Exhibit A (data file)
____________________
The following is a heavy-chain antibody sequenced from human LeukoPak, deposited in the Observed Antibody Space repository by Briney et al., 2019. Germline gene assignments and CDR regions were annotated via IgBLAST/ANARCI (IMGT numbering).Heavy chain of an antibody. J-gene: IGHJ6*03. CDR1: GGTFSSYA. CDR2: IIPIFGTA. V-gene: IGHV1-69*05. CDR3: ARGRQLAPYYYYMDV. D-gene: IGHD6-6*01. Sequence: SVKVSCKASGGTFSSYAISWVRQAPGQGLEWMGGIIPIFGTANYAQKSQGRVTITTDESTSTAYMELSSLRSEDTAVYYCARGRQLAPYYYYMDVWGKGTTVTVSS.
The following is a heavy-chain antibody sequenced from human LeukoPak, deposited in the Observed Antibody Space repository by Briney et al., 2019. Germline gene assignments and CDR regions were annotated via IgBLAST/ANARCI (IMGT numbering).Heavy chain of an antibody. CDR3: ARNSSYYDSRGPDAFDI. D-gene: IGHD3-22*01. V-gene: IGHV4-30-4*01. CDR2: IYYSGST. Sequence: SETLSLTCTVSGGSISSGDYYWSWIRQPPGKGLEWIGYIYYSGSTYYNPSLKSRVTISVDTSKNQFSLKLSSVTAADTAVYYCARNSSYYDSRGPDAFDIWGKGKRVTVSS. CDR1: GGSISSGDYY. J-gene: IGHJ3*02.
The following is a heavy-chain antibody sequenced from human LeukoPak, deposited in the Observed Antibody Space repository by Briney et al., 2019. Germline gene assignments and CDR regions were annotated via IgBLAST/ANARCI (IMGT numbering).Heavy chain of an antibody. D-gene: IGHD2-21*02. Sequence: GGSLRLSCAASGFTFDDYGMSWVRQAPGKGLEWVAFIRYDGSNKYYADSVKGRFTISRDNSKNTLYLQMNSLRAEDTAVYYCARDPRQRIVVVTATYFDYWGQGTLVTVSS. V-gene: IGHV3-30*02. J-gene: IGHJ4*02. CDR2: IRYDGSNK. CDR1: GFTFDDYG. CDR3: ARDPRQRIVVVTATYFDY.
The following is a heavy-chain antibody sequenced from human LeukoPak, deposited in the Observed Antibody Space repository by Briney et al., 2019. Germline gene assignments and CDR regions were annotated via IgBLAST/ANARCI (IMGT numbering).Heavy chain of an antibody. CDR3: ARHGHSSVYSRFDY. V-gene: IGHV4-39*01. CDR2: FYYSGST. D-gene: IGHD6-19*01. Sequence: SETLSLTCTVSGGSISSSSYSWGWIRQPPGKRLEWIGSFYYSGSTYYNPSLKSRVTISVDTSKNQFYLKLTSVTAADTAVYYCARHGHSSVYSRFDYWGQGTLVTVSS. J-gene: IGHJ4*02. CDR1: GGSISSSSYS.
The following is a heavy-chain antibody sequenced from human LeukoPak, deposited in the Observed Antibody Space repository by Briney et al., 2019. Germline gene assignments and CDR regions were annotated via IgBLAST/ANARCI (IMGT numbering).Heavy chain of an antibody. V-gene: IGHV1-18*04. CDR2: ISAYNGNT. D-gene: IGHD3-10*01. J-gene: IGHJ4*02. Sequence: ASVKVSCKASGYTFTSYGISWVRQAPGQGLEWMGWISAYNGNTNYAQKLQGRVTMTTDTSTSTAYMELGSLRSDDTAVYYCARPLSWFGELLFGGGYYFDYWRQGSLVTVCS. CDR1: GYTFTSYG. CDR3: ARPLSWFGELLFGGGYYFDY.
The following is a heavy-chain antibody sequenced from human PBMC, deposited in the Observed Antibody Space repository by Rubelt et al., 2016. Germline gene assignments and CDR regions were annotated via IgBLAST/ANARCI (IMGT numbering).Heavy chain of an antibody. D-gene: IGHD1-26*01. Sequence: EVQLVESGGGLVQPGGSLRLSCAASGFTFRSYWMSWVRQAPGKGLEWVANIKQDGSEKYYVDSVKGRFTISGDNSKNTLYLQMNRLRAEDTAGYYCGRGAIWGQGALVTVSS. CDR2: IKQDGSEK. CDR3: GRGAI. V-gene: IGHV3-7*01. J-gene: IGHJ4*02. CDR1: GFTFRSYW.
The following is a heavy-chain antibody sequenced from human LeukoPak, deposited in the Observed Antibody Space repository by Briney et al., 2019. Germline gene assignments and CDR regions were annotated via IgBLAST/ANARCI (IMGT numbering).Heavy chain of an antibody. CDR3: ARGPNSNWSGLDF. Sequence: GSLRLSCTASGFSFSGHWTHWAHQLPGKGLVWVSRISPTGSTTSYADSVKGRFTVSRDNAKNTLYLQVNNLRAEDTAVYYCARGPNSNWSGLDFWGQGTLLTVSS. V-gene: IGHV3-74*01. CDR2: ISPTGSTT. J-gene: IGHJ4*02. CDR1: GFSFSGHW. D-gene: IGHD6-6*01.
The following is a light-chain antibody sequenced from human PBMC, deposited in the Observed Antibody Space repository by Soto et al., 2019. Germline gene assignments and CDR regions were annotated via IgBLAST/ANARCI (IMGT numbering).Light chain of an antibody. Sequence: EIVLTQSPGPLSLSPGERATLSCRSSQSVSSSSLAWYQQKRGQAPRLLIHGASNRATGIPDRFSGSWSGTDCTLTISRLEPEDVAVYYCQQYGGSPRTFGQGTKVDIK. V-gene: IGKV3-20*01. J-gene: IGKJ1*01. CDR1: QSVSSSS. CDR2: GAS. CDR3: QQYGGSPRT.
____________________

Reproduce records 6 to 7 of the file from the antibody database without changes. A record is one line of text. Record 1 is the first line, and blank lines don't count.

The following is a heavy-chain antibody sequenced from human PBMC, deposited in the Observed Antibody Space repository by Rubelt et al., 2016. Germline gene assignments and CDR regions were annotated via IgBLAST/ANARCI (IMGT numbering).Heavy chain of an antibody. D-gene: IGHD1-26*01. Sequence: EVQLVESGGGLVQPGGSLRLSCAASGFTFRSYWMSWVRQAPGKGLEWVANIKQDGSEKYYVDSVKGRFTISGDNSKNTLYLQMNRLRAEDTAGYYCGRGAIWGQGALVTVSS. CDR2: IKQDGSEK. CDR3: GRGAI. V-gene: IGHV3-7*01. J-gene: IGHJ4*02. CDR1: GFTFRSYW.
The following is a heavy-chain antibody sequenced from human LeukoPak, deposited in the Observed Antibody Space repository by Briney et al., 2019. Germline gene assignments and CDR regions were annotated via IgBLAST/ANARCI (IMGT numbering).Heavy chain of an antibody. CDR3: ARGPNSNWSGLDF. Sequence: GSLRLSCTASGFSFSGHWTHWAHQLPGKGLVWVSRISPTGSTTSYADSVKGRFTVSRDNAKNTLYLQVNNLRAEDTAVYYCARGPNSNWSGLDFWGQGTLLTVSS. V-gene: IGHV3-74*01. CDR2: ISPTGSTT. J-gene: IGHJ4*02. CDR1: GFSFSGHW. D-gene: IGHD6-6*01.